Also, on the right side of the Vistula river near the Warsaw Zoo and the beautiful Cathedral of St. Mary Magdalene, you will find Źródło restaurant. Vibrant but cozy interior. Energizing green color just boosts an appetite for Polish cuisine with a modern twist. Seasonal menu, full of flavors. The selected wine list and artisan ciders. Do not forget to try the beef tartare or kopytka (kind of dumplings) served with brown butter and gratted cheese. 

On the other side of the river, in the restaurant Polana Smaków the traditional dishes are served in a hospitable atmosphere. Chef Andrzej Polan creates beautiful plates full of comfort food. Kotlet milelony (meat patty) with potatoes brings the memories of Sunday dinner and is very Instagrammable. In full of life Powiśle district, there are many places for foodies. Cafes, artisan ice cream, pastry shops, and bistros. Among them, Las is worth mentioning. 

Bustling outdoor places for spring and summer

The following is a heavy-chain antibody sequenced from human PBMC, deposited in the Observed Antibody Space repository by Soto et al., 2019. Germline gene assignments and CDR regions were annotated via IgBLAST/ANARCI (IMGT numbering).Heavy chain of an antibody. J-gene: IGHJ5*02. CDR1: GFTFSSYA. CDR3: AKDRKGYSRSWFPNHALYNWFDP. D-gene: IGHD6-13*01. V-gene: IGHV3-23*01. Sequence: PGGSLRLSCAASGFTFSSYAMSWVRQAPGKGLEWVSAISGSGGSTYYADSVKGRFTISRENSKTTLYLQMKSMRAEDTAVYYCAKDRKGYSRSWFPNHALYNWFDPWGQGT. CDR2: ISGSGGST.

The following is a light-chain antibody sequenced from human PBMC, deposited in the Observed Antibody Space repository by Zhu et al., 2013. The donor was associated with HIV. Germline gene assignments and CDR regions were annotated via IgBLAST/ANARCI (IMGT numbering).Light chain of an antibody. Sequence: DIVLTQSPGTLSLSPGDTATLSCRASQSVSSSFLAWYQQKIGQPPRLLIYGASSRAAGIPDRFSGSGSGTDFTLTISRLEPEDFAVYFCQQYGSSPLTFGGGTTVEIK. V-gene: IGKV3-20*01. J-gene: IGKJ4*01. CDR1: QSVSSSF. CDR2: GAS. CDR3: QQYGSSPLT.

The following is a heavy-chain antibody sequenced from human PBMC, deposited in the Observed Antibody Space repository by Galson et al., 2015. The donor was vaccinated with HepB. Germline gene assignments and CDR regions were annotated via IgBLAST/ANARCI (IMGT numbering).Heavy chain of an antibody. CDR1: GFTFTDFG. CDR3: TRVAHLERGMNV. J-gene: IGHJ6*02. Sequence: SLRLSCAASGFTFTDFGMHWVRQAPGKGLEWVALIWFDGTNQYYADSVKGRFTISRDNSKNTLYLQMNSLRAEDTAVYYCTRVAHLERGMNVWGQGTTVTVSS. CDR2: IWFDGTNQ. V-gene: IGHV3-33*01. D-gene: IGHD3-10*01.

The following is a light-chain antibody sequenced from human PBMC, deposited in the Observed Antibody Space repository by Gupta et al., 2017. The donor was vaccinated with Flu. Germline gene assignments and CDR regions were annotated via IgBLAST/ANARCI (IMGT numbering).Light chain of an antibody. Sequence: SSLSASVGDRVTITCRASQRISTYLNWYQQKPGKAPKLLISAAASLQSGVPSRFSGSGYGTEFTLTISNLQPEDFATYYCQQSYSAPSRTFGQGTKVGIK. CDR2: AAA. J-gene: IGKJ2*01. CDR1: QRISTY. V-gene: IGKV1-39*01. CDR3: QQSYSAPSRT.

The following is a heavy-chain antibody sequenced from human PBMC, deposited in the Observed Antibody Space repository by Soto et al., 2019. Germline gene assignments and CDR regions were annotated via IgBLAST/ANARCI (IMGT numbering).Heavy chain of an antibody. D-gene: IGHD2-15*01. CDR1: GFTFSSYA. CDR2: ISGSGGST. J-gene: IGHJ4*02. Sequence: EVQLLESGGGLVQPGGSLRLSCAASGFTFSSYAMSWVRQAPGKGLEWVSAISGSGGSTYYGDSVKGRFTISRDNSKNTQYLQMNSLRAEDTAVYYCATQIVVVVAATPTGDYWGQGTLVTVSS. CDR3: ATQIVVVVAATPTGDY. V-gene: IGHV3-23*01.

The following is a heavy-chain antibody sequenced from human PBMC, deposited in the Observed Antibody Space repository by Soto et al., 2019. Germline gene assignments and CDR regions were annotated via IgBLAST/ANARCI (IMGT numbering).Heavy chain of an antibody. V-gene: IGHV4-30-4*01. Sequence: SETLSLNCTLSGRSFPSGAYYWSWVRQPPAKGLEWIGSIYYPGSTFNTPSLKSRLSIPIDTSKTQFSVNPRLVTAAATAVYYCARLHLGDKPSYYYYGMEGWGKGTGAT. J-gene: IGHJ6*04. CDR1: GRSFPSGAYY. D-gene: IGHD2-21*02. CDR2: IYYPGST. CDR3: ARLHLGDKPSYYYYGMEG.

During the late spring and summer, many foodie things are happening in Warsaw. Along the Vistula river bank, you can choose among different pop-up restaurants serving international food and cocktail bars. 

Also, the Nocny Market (Night Market) is a must. It is a street food event at the old train station in the city’s center, every week in the evenings from Thursday till Sunday. Spring and summer are also a time for picnics and culinary festivals, not to mention ice cream. Many places are also open during the autumn and winter. Artisan one is trendy in Poland. You can find them in big and small cities.

Good morning Warsaw!

Artisan bakeries and patisseries have been significant food trends in the last few years. Poland has a long history of bread baking dating back middle ages. This is also an essential breakfast and supper product. Sandwiches with sourdough rye bread, wheat flour rolls with ham, salmon, or spreads, or buttery challah are served in cafes for breakfast.